It was the timing that rankled many.
Sen. Christopher Lawrence “Bong” Go could have shared Abrahan Ibarani-Idjirani’s study on Philippine history that Lapulapu was not a Mactan chief but a Tausug warrior sent to Cebu to monitor the presence of foreigners on any other occasion and it might have invited intellectual discourse, not public condemnation of historical revisionism.
But Go chose to drop the bombshell during the quincentennial celebration of when Lapulapu reportedly killed Portuguese explorer Ferdinand Magellan at the Battle of Mactan on the site where it reportedly happened in the city named after the chieftain.
Then again, Go is from Davao City. His family and the majority of families who settled in the area in the past century were mostly from other parts of the archipelago. They displaced the indigenous population, supplanting it with a foreign language, culture and religion. What do they know of history and pride of place?
It’s not his fault if he underestimated the Cebuanos and our claim to fame that it was one of our own who first resisted foreign rule, although even that can be questioned since, at that time, Magellan wasn’t trying to colonize Mactan but was doing a favor for Lapulapu’s rival from across the channel.
Since we don’t have any written record of what actually happened save for what Italian chronicler Antonio Pigafetta wrote about the incident, we have no choice but to take his word for it, which is kind of ironic.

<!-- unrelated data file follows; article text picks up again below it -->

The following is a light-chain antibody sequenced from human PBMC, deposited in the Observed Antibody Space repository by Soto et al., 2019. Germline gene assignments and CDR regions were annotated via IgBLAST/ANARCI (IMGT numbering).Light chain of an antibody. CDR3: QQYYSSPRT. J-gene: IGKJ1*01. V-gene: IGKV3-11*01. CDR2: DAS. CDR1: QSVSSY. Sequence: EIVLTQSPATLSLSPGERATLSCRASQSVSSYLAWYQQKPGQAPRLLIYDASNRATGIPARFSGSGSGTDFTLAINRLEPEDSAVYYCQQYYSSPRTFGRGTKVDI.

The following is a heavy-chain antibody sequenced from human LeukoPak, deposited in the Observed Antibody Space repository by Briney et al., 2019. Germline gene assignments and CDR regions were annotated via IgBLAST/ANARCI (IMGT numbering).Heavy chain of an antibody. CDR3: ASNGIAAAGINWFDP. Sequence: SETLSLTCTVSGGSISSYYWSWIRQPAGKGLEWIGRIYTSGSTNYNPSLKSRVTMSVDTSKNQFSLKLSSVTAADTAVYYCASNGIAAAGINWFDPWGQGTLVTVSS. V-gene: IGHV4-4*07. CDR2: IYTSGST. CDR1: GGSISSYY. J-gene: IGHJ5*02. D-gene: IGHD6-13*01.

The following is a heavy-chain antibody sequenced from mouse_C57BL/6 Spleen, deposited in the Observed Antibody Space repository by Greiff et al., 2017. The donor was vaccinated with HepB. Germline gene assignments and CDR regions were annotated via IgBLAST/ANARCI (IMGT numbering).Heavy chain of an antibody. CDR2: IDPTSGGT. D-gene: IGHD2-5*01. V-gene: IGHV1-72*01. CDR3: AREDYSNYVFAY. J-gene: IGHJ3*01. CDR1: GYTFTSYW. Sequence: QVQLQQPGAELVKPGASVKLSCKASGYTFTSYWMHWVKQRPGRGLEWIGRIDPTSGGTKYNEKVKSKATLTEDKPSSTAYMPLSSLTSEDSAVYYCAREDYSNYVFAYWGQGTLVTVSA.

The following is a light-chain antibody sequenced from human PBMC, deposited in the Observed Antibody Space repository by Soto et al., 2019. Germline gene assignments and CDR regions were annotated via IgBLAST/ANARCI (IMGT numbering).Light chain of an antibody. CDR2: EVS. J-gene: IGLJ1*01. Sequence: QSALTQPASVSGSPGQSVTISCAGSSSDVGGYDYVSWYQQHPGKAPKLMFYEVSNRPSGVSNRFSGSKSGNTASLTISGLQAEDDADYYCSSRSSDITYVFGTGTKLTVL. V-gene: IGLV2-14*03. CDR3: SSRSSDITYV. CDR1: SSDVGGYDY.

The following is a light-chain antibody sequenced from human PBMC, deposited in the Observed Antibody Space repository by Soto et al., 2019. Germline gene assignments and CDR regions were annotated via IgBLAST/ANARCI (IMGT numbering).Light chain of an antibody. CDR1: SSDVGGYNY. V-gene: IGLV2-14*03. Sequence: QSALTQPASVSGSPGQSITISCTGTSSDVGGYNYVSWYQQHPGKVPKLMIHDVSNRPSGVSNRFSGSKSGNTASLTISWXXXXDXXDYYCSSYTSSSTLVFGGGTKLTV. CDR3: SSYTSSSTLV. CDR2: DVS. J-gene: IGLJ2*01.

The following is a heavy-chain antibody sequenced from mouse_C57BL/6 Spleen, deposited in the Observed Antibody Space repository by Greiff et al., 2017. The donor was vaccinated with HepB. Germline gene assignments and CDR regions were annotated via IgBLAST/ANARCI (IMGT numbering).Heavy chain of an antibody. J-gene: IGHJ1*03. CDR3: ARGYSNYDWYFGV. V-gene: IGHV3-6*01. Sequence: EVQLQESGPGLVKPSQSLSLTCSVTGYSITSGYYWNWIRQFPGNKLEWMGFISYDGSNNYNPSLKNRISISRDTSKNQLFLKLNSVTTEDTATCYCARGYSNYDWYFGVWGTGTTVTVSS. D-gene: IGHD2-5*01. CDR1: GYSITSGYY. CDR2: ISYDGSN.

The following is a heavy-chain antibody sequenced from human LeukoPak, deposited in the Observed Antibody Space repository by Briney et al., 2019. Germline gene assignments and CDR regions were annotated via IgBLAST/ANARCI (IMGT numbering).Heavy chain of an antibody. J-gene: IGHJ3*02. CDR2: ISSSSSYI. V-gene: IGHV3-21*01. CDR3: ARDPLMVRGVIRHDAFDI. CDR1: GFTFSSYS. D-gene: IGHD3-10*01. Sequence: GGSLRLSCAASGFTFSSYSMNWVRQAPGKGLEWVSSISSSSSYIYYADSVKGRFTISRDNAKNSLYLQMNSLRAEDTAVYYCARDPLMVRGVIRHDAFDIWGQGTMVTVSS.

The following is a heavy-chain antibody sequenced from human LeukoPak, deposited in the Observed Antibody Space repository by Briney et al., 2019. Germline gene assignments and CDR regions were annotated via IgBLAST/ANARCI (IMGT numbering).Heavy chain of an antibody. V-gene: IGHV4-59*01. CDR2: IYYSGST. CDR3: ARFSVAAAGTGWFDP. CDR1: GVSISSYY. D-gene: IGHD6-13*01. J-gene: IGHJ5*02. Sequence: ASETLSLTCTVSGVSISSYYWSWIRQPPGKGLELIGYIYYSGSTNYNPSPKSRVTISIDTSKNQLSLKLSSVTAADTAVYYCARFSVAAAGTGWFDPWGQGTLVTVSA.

Everything we know of our past – our history – came from a foreign power that lorded over us for more than 300 years.
And then the Spaniards introduced Christianity, which wiped out the endemic religion and planted seeds of hatred against our Muslim brethren, who continued to resist them during their stay in the islands.
No, I don’t blame the senator for putting the subject under the spotlight. In fact, like Cebuano archaeologist and history Jose Eleazar “Jobers” Bersales, I also found the controversy to be a “blessing in disguise” for helping raise awareness about Cebu’s pre-colonial history.
And we shouldn’t be so quick to disregard or dispel the notion of an alternative version of the past, especially one that comes from a group of people who never came under Spanish rule and was therefore free of any taint of prejudice or bias for the interlopers.
Is Idjarani’s claim so farfetched because it doesn’t jibe with what we’ve been taught in the last 500 years? No.
But Go could have chosen another event or picked another time to broach the subject out of delicadeza for his host and the people of Cebu. Well, he has since apologized, sort of, for his gaffe so it’s time to move on. After all, there is a far more pressing matter that needs to be addressed like the sexual mores of our pre-colonial ancestors.